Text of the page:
Literary and Critical Theory Jean-Luc Nancy
Ian James
  • LAST MODIFIED: 26 July 2017
  • DOI: 10.1093/obo/9780190221911-0049


Jean-Luc Nancy (b. 1940) is one of France’s foremost living philosophers. His work spans several decades, from the 1970s through to the present day. Closely associated with Jacques Derrida, his close friend and major influence, Nancy’s key philosophical engagements are with the legacy of speculative idealism, Romanticism, and existential phenomenology, taking in key figures such as Immanuel Kant, G. W. F. Hegel, Friedrich Nietzsche, Martin Heidegger, and, less explicitly perhaps, Maurice Merleau-Ponty. He also engages very closely with immediate predecessors and contemporaries such as Georges Bataille, Maurice Blanchot, Jacques Derrida, and Philippe Lacoue-Labarthe. His work is preoccupied with philosophical thinking as it may unfold in the wake of the deconstruction of Western metaphysics (after Nietzsche, Heidegger, and Derrida), in the absence of philosophical foundations, and at the limits of philosophical potentiality and possibility per se. Its central concerns turn around the untying of the logic of the traditional philosophical subject, the question of community, and the possibility of thinking existence, beyond the scope and limits of strictly human existence, in terms of a shared or relational singular plurality of being. On this basis his thought opens onto a broad range of engagement with questions of embodiment, world disclosure, politics, justice, and art, including very specific and sustained encounters with the visual arts, with poetry, and with the relation of philosophy to literature and to the aesthetic in general. His interest in the trajectory and historical development of the Western philosophical tradition from its Greek origin onward has also engaged him in an important project of thinking of the Christian and monotheistic traditions as historical forms that have the seeds of their own overcoming or deconstruction sown into their inner structure and into the very moment of their inception. Nancy’s thinking of ontological sense, of the singular plurality of being, or of co-existence, and his philosophical account of embodiment sense and world, or art politics and community, have proved to be widely influential both in Continental philosophy in and beyond Europe, but also across various disciplines within the wider humanities and social sciences, including postcolonial literary studies, art theory and practice, film studies, critical geography, critical legal studies, and politics. Interest in Nancy’s philosophy continues to grow and expand as the philosopher himself heads toward his eightieth year.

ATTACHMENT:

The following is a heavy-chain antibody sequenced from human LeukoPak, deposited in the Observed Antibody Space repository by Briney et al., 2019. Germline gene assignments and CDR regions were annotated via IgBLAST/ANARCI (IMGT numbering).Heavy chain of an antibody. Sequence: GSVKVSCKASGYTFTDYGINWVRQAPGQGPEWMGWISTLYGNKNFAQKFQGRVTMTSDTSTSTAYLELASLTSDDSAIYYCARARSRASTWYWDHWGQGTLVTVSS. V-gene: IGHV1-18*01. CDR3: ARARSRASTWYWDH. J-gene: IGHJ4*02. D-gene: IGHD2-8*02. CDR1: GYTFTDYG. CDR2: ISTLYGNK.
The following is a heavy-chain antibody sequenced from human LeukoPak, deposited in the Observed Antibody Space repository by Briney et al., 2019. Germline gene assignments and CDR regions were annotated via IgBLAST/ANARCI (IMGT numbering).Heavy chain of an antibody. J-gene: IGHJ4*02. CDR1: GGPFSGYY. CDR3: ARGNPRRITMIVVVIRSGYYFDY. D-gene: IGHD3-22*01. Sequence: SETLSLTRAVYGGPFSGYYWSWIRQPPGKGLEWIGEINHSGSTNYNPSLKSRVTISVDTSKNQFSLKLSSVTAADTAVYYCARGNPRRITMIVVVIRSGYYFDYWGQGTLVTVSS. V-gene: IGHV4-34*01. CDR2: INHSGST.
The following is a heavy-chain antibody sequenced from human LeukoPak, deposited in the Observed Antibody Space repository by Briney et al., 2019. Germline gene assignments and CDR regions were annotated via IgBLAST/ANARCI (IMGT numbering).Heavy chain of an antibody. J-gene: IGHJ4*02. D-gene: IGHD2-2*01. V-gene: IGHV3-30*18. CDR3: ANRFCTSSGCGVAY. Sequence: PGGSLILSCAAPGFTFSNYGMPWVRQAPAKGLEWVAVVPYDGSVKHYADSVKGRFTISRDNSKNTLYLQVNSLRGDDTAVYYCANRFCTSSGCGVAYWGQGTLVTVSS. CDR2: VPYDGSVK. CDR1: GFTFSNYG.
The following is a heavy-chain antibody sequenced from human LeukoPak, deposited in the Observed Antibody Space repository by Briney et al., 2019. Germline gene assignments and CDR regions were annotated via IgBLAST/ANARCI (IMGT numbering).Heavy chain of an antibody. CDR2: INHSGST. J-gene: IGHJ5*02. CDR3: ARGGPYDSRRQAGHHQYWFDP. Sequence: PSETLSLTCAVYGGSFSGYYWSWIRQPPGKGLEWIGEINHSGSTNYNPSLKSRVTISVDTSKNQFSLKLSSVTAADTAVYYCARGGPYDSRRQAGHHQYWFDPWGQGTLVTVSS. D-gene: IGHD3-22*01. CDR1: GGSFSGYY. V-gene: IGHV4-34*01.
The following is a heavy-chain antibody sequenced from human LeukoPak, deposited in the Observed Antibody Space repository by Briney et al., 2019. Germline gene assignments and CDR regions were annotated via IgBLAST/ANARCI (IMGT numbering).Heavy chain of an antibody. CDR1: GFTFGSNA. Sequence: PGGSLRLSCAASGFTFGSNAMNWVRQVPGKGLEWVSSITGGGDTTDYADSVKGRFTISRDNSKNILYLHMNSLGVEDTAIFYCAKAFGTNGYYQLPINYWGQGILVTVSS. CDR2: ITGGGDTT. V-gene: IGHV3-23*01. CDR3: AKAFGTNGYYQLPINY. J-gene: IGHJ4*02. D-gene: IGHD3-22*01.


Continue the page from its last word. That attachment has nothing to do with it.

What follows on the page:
General Overviews and Introductory Accounts

The three major single-authored introductions listed here each provide accounts of Nancy’s thinking that differ according to their time of publication in relation to the development of Nancy’s career, and according to some differences in emphasis. So, although Hutchens 2005 and James 2006 are roughly contemporaneous, the former is more preoccupied by the political dimension of Nancy’s thinking and the latter offers a more comprehensive and panoptical overview. This is shared by Morin 2012, which differs from James 2006 in that it was published six years later, and so takes in a slightly greater sweep of Nancy’s philosophical trajectory.

  • Hutchens, Benjamin C. Jean-Luc Nancy and the Future of Philosophy. Chesham, UK: Acumen, 2005.

    Provides an introductory overview of the key themes of Nancy’s philosophy, including an account of his indebtedness to Nietzsche, Heidegger, and Bataille. The book offers a particular focus on those areas of Nancy’s thinking related to politics and the political, including questions of freedom, community, the arts, and the media.

  • James, Ian. The Fragmentary Demand. Stanford, CA: Stanford University Press, 2006.

    Covers all the major areas of Nancy’s philosophical thought, from the works of the 1970s through to 2006. With an emphasis on the phenomenological background of Nancy’s thinking (Husserl, Heidegger, Merleau-Ponty), on its relationship to Derridean thought, and on its irreducibly fragmentary nature, the discussions are divided into chapters on philosophical subjectivity, space, embodiment, community, and art.

  • Morin, Marie-Eve. Jean-Luc Nancy. Cambridge, UK: Polity, 2012.

    A full introduction to the broad scope of Nancy’s philosophy as it develops up until 2012, with chapters covering the themes of ontology, Christianity, community, politics, and art. The discussion focuses on the question of the divided self and its exposure to others such as it is developed by Nancy across his work.

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